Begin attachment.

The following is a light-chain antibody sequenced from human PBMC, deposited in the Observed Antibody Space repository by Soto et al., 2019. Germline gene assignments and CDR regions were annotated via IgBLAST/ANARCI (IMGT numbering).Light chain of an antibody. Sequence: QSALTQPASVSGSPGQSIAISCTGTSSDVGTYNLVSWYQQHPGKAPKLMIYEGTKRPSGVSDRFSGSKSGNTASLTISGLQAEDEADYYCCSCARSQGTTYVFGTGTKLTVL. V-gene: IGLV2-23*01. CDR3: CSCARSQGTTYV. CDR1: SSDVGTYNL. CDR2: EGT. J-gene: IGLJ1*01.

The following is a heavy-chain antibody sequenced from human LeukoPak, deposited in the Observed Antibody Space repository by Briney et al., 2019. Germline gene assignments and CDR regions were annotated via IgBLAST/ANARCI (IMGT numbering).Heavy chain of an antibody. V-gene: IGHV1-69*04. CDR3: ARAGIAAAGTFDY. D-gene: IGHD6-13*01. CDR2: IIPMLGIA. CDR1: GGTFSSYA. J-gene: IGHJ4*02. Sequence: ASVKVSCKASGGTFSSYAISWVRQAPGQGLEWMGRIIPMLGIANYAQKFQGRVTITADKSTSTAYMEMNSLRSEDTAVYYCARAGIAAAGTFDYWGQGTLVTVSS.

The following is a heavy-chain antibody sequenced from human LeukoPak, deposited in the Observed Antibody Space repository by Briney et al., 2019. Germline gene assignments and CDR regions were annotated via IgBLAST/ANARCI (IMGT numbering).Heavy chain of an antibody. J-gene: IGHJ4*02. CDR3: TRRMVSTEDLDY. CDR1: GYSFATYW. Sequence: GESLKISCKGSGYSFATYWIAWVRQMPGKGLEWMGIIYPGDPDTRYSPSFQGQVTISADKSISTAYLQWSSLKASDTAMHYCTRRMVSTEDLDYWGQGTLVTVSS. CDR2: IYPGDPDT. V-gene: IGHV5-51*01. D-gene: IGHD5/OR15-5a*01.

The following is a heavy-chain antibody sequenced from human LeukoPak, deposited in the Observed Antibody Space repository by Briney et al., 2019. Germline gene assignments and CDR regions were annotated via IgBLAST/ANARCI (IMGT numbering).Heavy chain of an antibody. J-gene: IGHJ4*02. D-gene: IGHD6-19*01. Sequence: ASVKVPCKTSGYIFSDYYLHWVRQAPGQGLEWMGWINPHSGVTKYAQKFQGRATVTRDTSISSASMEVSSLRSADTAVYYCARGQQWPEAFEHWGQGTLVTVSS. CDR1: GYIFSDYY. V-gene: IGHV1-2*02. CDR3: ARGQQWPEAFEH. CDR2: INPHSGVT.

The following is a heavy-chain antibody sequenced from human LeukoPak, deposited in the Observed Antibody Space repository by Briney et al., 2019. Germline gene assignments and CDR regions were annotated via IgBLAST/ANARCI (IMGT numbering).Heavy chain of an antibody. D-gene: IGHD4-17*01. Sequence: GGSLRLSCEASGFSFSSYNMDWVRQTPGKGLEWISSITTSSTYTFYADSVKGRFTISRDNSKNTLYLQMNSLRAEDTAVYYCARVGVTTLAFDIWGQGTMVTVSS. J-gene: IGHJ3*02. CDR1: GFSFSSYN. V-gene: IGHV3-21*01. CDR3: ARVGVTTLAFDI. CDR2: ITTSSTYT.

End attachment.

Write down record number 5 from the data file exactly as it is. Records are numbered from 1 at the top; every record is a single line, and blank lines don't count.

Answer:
The following is a heavy-chain antibody sequenced from human LeukoPak, deposited in the Observed Antibody Space repository by Briney et al., 2019. Germline gene assignments and CDR regions were annotated via IgBLAST/ANARCI (IMGT numbering).Heavy chain of an antibody. D-gene: IGHD4-17*01. Sequence: GGSLRLSCEASGFSFSSYNMDWVRQTPGKGLEWISSITTSSTYTFYADSVKGRFTISRDNSKNTLYLQMNSLRAEDTAVYYCARVGVTTLAFDIWGQGTMVTVSS. J-gene: IGHJ3*02. CDR1: GFSFSSYN. V-gene: IGHV3-21*01. CDR3: ARVGVTTLAFDI. CDR2: ITTSSTYT.